A Quick Message About Split Infinitives

People are posting messages on my Facebook page incorrectly stating that split infinitives are against the rules in English and that good writers should not split infinitives. I needed to take immediate action to dispel this myth.

The authoritative Bryan Garner says in “Garner’s Modern American Usage,” “Although few armchair grammarians seem to know it, some split infinitives are regarded as perfectly proper.”

Many (of not all) modern style guides allow “good” writers to split infinitives when it sounds more natural. Other experts who explicitly allow split infinitives include

  • Patricia O’Connor, author of “Woe Is I”
  • John McIntyre, former copy chief of the Baltimore Sun and former president of the American Copy Editors Society
  • Bill Walsh, author of “Lapsing into a Comma” and a copy desk chief at the Washington Post
  • Barabara Wallraff of Wordcourt and the former editor of the Copyeditor newsletter
  • The Chicago Manual of Style (5.106)
  • The Associated Press Stylebook (section on verbs)
  • The Language Log (calls the belief against splitting infinitives is a “zombie rule”)

I could add more, but it seems unnecessary.

Many people were taught in the past that they shouldn’t split infinitives, and some people are still taught that, but it is an outdated rule that isn’t based on reasonable logic. (The Chicago Manual of Style places the heyday of this rule between 1850 and 1925.) It is based on a Latin rule that has little to do with English. (The reasoning is that it’s impossible to split an infinitive in Latin because Latin has no two-word infinitives, so it shouldn’t be done in English either–which is ridiculous reasoning.)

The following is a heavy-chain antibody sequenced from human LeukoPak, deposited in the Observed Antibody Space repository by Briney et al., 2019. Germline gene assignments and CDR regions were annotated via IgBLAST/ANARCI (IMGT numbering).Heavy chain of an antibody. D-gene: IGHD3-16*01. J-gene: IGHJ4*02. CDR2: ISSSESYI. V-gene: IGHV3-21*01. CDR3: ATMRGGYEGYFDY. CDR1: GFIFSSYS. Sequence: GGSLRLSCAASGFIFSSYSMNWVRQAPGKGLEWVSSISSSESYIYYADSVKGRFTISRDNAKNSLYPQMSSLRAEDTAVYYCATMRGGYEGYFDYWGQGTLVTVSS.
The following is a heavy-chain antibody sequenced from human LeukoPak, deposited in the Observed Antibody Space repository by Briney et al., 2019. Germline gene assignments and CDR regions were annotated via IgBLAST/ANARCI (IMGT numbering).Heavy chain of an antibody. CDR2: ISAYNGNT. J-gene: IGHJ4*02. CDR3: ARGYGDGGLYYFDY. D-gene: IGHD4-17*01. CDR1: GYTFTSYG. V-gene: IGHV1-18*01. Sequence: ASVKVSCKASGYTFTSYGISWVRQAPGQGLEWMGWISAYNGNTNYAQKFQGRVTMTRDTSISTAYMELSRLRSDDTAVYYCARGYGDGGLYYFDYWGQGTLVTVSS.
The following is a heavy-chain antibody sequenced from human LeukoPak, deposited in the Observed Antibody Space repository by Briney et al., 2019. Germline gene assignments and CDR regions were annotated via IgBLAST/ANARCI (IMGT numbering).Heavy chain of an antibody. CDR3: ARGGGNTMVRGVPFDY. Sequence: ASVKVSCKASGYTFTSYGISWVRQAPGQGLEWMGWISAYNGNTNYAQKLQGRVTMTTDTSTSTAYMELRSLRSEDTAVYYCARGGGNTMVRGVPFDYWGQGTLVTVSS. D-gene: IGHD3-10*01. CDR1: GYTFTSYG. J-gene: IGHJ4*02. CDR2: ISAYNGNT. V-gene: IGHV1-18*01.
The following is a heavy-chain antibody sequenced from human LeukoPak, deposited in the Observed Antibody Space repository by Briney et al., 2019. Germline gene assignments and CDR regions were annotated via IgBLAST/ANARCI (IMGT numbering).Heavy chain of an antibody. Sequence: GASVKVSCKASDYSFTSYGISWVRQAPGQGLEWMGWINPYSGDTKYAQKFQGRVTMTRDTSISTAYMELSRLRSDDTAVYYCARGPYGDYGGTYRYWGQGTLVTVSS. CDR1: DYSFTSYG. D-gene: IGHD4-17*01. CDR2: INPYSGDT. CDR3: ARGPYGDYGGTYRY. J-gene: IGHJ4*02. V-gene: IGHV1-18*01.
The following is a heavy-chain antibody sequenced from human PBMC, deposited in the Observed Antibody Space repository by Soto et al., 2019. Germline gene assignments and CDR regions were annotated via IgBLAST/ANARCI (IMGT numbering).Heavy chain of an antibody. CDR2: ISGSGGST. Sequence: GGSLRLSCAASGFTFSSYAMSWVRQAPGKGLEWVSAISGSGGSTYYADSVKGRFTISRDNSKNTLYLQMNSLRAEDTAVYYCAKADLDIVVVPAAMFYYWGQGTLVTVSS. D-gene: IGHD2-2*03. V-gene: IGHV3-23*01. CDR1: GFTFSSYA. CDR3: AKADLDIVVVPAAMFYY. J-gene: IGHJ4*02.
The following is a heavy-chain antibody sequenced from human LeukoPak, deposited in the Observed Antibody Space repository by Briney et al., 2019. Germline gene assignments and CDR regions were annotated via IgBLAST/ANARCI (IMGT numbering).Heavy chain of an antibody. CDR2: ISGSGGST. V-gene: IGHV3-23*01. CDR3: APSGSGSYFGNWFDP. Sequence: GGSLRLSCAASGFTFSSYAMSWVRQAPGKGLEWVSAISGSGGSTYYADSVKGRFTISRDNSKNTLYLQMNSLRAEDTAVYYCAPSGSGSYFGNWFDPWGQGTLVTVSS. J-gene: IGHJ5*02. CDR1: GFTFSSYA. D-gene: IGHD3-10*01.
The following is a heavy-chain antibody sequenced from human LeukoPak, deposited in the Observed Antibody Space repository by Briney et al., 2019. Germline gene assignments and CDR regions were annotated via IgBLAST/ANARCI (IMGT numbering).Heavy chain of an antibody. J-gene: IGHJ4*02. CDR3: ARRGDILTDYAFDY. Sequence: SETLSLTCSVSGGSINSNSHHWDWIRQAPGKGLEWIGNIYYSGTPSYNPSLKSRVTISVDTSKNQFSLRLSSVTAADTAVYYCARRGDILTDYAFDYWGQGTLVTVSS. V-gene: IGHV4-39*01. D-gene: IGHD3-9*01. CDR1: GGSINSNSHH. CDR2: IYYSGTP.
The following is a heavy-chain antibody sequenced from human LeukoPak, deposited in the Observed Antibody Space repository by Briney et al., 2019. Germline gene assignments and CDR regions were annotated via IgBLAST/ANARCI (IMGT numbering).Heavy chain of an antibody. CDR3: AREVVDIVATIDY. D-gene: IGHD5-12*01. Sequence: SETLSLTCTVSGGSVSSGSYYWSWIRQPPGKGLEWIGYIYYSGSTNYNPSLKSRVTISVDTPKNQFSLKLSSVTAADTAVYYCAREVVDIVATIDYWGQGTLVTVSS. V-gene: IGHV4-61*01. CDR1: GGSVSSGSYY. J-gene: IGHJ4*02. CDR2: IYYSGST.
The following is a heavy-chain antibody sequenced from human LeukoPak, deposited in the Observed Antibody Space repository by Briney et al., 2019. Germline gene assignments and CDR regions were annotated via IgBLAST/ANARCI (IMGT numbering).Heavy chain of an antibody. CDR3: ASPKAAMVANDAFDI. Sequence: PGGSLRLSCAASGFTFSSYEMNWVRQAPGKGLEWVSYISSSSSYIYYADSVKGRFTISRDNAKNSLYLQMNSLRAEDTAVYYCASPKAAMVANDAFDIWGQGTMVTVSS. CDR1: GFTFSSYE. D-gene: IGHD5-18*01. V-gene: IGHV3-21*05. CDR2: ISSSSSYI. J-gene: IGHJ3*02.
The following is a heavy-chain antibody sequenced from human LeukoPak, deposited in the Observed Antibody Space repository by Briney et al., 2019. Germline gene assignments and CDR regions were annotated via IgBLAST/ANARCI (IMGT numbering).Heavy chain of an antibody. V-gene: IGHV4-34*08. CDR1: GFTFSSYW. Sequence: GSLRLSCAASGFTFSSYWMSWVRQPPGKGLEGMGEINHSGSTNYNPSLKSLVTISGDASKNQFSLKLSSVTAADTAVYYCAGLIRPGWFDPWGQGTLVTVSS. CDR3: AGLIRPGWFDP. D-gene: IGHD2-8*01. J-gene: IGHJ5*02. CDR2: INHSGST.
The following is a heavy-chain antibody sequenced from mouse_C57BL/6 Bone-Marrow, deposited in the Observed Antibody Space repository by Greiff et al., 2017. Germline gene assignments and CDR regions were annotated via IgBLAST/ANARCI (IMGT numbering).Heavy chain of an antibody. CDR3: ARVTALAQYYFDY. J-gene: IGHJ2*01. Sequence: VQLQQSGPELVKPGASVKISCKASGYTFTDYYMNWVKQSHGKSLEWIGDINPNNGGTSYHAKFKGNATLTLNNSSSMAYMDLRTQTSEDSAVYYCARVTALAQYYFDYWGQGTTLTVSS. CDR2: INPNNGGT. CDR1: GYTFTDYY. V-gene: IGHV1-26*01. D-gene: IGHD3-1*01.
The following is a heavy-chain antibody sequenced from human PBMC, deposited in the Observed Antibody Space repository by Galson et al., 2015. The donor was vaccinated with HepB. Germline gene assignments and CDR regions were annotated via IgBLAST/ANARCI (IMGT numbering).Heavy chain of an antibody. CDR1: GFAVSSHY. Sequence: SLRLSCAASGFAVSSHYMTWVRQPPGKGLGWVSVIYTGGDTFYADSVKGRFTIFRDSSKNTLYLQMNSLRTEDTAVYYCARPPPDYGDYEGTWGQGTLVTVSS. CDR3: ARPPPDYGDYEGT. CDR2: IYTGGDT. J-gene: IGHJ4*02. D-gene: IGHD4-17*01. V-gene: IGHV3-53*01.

It’s true that split infinitives still annoy many people, but I won’t support a myth just because many people hold a mistaken view and choose to complain. I do advise people not to split infinitives in important documents such as cover letters for jobs because in such circumstances it’s good to take the safest, most conservative route; but I will never say split infinitives are wrong, and I won’t allow people to say so unchecked on my Facebook page.

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9 Responses to A Quick Message About Split Infinitives

  1. Can you supply some GOOD examples and some awful examples?

    Thanks,

    @jmacofearth

  2. to boldly go where no man has gone before.

    Here, the adverb “boldly” splits the full infinitive “to go.”

    More rarely, the term compound split infinitive is used to describe situations in which the infinitive is split by more than one word:

    The population is expected to more than double in the next ten years.

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  4. goldeneagle says:

    Yes(when you have time) please do the other half of the story about what split infinitives are.

  5. Trey says:

    Hear, hear!

  6. Anne says:

    I know it’s okay and is something I [and most everyone] does in ordinary speech, but when I write I do everything I can to avoid this. Yet, with it doesn’t sound natural I throw caution to the wind. After all, writers use slang all the time. How this is any different?

    I do avoid ending sentences with a preposition [most times] and am just now getting used to the one space after a period. 😉

  7. Brian Sexton says:

    The safest, most conservative route may lead to one being practically indistinguishable from numerous other candidates pursuing the same position.

  8. Victoria Ellsworth says:

    Brava!

  9. David Chandler says:

    One example where splitting an infinitive makes a clear difference in meaning is with negatives:
    To not split an infinitive implies a deliberate, specific decision not to, whereas not to split an infinitive might simply be an oversight.